By Andrew R. McIlvaine
Human Resource Executive May 2010
The most popular voluntary benefits today – especially at organizations where the average employee paycheck is far less than what Draper’s [Draper Laboratory, a nonprofit science-and-technology firm based in Cambridge, Mass.] workers earn – are those pertaining to financial security, says Jim Mooradian of Jim Mooradian & Associates, an insurance brokerage in Boston that specializes in voluntary benefits.
“We’ve seen a dramatic shift in interest to benefits – such as accident insurance – that are designed to help you if something unforeseen happens in life,” he says.
Five years ago, these products were further down the priority list, says Mooradian. However, as employees assume a greater share of their benefits costs, they’re more concerned about their exposure to unforeseen circumstances, he says.
“it might be something as simple as their kid breaking an ankle during soccer practice or something as severe as having a heart attack or receiving a cancer diagnosis – whatever the case, things like short-term disability, long-term disability and accident insurance are seeing a big upswing,” he says.
“Job security is the No. 1 thing on the minds of American workers, but right after that is, ‘What would happen to my family if I got hurt, if I got cancer?’”
At Town Sports International, a New York-based operator of fitness clubs nationwide, more than 30 percent of the company’s 2,500 benefits-eligible employees signed up for accident insurance during its most recent enrollment period, says Tom Brzostowski, director of compensation and benefits.
“I was a bit surprised – pleasantly surprised – that so many of our employees signed up for voluntary benefits in this economy,” he says.
TSI, which offers a voluntary benefits package which also includes enhanced disability insurance and universal and term life insurance, views the benefits as a way to make life easier for its employees without necessarily increasing the organization’s costs, says Brzostowski.
Having a dedicated point person – whether it’s an HR staffer or a brokerage representative – meet individually with employees to discuss core and voluntary benefits is crucial, says Dickerson.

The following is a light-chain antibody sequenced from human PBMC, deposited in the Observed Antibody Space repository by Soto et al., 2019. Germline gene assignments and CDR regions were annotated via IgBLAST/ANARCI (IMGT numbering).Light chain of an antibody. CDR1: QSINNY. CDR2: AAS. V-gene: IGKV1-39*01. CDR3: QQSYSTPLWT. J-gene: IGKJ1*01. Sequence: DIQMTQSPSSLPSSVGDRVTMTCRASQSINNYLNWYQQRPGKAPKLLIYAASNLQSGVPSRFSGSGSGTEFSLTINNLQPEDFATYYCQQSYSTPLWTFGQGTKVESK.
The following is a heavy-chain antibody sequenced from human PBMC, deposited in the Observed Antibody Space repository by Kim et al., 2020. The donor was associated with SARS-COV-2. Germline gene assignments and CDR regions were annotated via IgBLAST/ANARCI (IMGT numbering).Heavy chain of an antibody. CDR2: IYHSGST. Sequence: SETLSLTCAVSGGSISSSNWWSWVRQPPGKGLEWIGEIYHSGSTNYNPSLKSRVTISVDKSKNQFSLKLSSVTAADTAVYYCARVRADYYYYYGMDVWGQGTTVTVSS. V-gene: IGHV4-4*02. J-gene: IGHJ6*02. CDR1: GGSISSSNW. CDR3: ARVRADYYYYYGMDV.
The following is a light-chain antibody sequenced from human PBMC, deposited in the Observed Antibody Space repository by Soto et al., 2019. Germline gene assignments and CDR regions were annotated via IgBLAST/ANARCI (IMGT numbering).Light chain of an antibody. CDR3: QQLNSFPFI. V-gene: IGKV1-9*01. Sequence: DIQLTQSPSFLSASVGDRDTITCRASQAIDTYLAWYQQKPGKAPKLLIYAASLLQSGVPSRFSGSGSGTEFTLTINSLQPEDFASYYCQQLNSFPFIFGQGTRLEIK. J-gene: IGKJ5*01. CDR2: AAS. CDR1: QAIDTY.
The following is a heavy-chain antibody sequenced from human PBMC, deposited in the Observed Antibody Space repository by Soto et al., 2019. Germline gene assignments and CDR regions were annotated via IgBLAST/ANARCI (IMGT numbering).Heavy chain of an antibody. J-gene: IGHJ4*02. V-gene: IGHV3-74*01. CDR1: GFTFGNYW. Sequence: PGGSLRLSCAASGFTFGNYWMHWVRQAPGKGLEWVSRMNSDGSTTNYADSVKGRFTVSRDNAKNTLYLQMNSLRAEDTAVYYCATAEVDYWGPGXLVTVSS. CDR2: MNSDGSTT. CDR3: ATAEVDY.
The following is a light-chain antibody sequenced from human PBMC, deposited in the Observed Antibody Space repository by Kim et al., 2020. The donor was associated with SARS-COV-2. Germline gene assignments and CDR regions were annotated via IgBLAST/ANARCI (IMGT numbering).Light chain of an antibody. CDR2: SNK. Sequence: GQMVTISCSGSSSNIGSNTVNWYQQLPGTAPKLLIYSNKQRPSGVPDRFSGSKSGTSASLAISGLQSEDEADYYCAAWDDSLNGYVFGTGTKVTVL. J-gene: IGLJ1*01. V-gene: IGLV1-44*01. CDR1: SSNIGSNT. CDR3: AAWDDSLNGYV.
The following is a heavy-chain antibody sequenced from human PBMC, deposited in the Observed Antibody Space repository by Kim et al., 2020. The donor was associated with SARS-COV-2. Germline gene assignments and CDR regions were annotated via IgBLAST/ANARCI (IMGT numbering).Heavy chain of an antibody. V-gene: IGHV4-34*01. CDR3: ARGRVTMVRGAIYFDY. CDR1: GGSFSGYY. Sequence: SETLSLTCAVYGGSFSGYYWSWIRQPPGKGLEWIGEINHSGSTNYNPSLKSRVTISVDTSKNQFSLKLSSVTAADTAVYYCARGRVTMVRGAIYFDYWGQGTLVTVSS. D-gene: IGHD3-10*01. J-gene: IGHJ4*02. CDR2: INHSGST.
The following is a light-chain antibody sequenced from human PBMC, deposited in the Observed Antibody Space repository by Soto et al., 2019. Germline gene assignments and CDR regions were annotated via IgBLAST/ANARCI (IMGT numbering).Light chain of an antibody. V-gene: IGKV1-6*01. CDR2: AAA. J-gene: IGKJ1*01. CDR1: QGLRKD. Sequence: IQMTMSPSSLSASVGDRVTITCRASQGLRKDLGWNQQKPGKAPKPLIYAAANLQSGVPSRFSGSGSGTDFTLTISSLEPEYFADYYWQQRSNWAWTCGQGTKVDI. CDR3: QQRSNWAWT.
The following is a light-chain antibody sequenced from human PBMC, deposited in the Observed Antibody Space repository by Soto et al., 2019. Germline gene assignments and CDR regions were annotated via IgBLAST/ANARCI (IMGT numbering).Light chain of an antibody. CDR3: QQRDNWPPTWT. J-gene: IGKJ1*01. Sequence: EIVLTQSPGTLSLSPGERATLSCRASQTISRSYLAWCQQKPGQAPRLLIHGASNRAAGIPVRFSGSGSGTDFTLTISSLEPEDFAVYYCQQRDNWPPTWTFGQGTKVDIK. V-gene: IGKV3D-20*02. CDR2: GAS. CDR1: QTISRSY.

During the enrollment period, TSI enlisted Mooradian’s firm to help explain chances made to the company’s core benefits plan, he says.
The company had recently switched medical carriers and wanted to take the opportunity to explain the change to employees and ensure they were fully informed about all of the company’s benefit offerings, including its voluntary benefits. Representatives from Mooradian’s firm sat down with employees for face-to-face discussions about their options.
“We felt that having one-on-one dialogues would really help our employees get their questions answered, says Tom Brzostowski [director of compensation and benefits at TSI].
The effort yielded a pleasant surprise: TSI had anticipated that anywhere from 56 percent to 60 percent of employees would sign up for its core benefits package; ultimately, nearly 75 percent signed up.
“We had a nice increase in the number of employees signing up for core benefits, and that’s what we were hoping for,” he says.
Having Mooradian’s team conduct the briefings was important for other reasons, too, says Brzostowski.
“I have a staff of three people in our benefits department, so meeting with employees at all 165 of our locations, within a very short timeframe, would’ve been challenging, to say the least,” he says.
Having one-on-one meetings with employees to discuss voluntary benefits lets his staff perform a sort of educational function that the insurance industry was once rewarded for, but no longer does, says Mooradian.
“Thirty years ago, the insurance industry was a great educator about life insurance, and that was done face-to-face,” he says. “You’d get a guy from Prudential or MetLife to come to your house, sit down with you and your spouse and take you through, one by one, the points of how it worked. But the world’s changed since then – the cost and commission structure of that era can no longer be supported. So, explaining this stuff to people in the context of the worksite is a good way to get this type of education to folks who otherwise wouldn’t get it.”